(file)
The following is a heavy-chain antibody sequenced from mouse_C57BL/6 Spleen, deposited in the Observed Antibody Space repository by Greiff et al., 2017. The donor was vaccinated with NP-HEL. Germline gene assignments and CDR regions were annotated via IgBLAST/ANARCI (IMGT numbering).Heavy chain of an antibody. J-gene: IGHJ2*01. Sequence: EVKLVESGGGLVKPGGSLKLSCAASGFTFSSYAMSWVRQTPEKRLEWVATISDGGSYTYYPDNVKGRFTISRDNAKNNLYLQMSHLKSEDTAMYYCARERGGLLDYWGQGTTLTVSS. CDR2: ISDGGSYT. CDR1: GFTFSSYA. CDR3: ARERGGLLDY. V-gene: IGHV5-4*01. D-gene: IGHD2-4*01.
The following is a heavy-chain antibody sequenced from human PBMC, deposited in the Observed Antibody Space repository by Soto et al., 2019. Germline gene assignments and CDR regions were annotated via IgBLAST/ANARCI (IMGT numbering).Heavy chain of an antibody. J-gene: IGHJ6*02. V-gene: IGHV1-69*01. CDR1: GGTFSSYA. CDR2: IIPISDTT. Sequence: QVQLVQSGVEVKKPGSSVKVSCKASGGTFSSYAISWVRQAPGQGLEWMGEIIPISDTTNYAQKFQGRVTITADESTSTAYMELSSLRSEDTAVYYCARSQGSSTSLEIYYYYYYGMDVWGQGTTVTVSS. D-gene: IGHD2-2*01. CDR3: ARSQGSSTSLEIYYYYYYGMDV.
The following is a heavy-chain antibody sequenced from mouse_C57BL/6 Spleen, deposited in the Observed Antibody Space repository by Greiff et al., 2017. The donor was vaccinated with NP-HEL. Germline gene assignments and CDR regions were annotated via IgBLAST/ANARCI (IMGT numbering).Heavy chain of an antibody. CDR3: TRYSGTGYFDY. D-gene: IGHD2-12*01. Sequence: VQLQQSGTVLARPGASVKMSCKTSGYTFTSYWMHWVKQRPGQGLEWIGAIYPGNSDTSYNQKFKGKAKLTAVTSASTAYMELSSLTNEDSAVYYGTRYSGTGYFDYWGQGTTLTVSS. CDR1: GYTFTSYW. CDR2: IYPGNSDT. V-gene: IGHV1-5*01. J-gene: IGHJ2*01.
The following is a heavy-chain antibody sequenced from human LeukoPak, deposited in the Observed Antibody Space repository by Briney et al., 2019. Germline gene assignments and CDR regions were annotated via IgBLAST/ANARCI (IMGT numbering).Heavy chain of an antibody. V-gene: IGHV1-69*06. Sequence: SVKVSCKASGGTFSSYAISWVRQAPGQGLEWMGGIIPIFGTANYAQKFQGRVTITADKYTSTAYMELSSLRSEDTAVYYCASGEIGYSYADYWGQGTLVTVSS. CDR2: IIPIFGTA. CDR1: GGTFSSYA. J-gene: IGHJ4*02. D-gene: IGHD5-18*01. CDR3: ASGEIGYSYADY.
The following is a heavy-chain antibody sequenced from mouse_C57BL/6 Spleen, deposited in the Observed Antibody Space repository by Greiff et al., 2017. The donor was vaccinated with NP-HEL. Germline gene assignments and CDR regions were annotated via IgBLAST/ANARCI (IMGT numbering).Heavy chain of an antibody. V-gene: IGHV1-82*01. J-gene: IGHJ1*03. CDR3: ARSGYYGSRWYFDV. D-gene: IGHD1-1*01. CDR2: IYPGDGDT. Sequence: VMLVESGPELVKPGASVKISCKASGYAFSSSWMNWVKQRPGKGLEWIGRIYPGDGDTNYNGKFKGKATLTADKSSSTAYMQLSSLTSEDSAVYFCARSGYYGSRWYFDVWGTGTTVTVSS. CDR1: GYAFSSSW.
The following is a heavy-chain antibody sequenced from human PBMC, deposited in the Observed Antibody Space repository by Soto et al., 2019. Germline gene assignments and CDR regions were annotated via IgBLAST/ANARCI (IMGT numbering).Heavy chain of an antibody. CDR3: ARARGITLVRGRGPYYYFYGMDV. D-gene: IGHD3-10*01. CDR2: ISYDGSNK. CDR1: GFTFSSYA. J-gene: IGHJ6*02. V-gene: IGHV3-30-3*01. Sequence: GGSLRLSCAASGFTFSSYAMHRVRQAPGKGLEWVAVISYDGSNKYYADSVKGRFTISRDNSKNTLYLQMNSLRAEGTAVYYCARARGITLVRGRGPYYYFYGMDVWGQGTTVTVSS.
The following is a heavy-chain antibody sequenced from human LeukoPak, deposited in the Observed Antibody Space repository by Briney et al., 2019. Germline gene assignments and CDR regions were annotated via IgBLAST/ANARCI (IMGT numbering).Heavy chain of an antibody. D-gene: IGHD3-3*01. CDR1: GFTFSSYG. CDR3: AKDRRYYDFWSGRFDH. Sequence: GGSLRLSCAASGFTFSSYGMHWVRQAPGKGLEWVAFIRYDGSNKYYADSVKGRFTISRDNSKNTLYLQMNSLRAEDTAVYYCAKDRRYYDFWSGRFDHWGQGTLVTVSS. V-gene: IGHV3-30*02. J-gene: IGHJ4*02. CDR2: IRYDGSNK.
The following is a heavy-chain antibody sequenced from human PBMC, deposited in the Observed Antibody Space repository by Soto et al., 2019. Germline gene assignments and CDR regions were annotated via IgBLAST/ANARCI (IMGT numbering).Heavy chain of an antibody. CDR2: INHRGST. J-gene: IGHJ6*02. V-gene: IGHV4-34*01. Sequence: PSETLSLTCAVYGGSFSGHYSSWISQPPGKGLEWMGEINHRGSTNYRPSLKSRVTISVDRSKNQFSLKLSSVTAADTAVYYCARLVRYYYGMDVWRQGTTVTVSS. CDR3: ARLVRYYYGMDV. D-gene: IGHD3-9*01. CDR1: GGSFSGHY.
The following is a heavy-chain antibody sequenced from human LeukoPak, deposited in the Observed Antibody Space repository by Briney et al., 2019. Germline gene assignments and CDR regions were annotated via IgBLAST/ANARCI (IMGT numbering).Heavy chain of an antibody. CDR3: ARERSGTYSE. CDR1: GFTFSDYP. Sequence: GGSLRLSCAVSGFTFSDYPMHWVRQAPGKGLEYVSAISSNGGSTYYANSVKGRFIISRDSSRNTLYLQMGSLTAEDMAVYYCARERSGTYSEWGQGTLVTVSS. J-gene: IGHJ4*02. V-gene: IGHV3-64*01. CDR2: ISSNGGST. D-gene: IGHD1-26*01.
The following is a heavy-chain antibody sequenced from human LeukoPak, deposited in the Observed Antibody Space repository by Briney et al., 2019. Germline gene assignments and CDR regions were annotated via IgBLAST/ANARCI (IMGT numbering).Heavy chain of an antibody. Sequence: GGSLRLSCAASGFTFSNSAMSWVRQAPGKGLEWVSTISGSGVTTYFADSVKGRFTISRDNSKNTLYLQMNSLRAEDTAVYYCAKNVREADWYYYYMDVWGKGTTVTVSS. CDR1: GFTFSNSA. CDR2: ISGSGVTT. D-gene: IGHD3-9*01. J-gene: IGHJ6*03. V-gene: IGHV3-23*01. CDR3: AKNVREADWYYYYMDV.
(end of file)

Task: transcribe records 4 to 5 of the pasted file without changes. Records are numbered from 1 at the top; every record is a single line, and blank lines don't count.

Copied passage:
The following is a heavy-chain antibody sequenced from human LeukoPak, deposited in the Observed Antibody Space repository by Briney et al., 2019. Germline gene assignments and CDR regions were annotated via IgBLAST/ANARCI (IMGT numbering).Heavy chain of an antibody. V-gene: IGHV1-69*06. Sequence: SVKVSCKASGGTFSSYAISWVRQAPGQGLEWMGGIIPIFGTANYAQKFQGRVTITADKYTSTAYMELSSLRSEDTAVYYCASGEIGYSYADYWGQGTLVTVSS. CDR2: IIPIFGTA. CDR1: GGTFSSYA. J-gene: IGHJ4*02. D-gene: IGHD5-18*01. CDR3: ASGEIGYSYADY.
The following is a heavy-chain antibody sequenced from mouse_C57BL/6 Spleen, deposited in the Observed Antibody Space repository by Greiff et al., 2017. The donor was vaccinated with NP-HEL. Germline gene assignments and CDR regions were annotated via IgBLAST/ANARCI (IMGT numbering).Heavy chain of an antibody. V-gene: IGHV1-82*01. J-gene: IGHJ1*03. CDR3: ARSGYYGSRWYFDV. D-gene: IGHD1-1*01. CDR2: IYPGDGDT. Sequence: VMLVESGPELVKPGASVKISCKASGYAFSSSWMNWVKQRPGKGLEWIGRIYPGDGDTNYNGKFKGKATLTADKSSSTAYMQLSSLTSEDSAVYFCARSGYYGSRWYFDVWGTGTTVTVSS. CDR1: GYAFSSSW.